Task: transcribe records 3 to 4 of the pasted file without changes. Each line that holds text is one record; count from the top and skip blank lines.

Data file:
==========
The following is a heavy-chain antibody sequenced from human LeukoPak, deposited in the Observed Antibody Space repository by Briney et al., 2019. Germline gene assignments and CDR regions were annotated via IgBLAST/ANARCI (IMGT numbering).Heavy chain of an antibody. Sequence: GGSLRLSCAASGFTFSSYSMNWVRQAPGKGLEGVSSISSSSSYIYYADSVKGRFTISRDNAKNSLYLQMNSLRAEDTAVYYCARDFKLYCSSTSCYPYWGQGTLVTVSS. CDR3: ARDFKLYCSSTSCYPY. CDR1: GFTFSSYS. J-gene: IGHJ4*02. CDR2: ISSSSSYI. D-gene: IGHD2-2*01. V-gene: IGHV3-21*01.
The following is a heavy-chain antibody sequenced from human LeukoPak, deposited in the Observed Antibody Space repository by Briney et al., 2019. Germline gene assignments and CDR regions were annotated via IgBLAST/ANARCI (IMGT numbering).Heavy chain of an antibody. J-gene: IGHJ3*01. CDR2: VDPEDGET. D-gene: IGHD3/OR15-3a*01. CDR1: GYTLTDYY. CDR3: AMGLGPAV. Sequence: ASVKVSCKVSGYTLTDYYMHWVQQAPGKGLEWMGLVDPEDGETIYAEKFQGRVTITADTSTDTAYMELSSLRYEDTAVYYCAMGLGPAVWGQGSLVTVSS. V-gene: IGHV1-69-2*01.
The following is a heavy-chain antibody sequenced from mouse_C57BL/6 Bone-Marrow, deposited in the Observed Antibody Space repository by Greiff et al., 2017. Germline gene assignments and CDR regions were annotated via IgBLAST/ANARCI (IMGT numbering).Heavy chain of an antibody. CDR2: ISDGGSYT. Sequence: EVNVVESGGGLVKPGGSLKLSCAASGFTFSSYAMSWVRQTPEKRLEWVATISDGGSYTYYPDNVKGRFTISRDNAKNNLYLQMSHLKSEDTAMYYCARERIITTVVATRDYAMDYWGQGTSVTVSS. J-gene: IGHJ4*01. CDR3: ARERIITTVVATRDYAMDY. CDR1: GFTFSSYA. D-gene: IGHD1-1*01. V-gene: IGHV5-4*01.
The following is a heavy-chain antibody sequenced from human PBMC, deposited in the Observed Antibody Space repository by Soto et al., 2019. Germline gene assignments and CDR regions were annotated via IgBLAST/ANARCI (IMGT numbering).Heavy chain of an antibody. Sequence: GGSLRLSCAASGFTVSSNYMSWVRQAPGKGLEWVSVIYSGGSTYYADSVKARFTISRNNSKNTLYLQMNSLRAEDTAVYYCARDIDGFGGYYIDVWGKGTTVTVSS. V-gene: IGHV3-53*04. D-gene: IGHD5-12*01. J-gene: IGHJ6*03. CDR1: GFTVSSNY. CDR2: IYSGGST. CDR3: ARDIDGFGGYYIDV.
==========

The following is a heavy-chain antibody sequenced from mouse_C57BL/6 Bone-Marrow, deposited in the Observed Antibody Space repository by Greiff et al., 2017. Germline gene assignments and CDR regions were annotated via IgBLAST/ANARCI (IMGT numbering).Heavy chain of an antibody. CDR2: ISDGGSYT. Sequence: EVNVVESGGGLVKPGGSLKLSCAASGFTFSSYAMSWVRQTPEKRLEWVATISDGGSYTYYPDNVKGRFTISRDNAKNNLYLQMSHLKSEDTAMYYCARERIITTVVATRDYAMDYWGQGTSVTVSS. J-gene: IGHJ4*01. CDR3: ARERIITTVVATRDYAMDY. CDR1: GFTFSSYA. D-gene: IGHD1-1*01. V-gene: IGHV5-4*01.
The following is a heavy-chain antibody sequenced from human PBMC, deposited in the Observed Antibody Space repository by Soto et al., 2019. Germline gene assignments and CDR regions were annotated via IgBLAST/ANARCI (IMGT numbering).Heavy chain of an antibody. Sequence: GGSLRLSCAASGFTVSSNYMSWVRQAPGKGLEWVSVIYSGGSTYYADSVKARFTISRNNSKNTLYLQMNSLRAEDTAVYYCARDIDGFGGYYIDVWGKGTTVTVSS. V-gene: IGHV3-53*04. D-gene: IGHD5-12*01. J-gene: IGHJ6*03. CDR1: GFTVSSNY. CDR2: IYSGGST. CDR3: ARDIDGFGGYYIDV.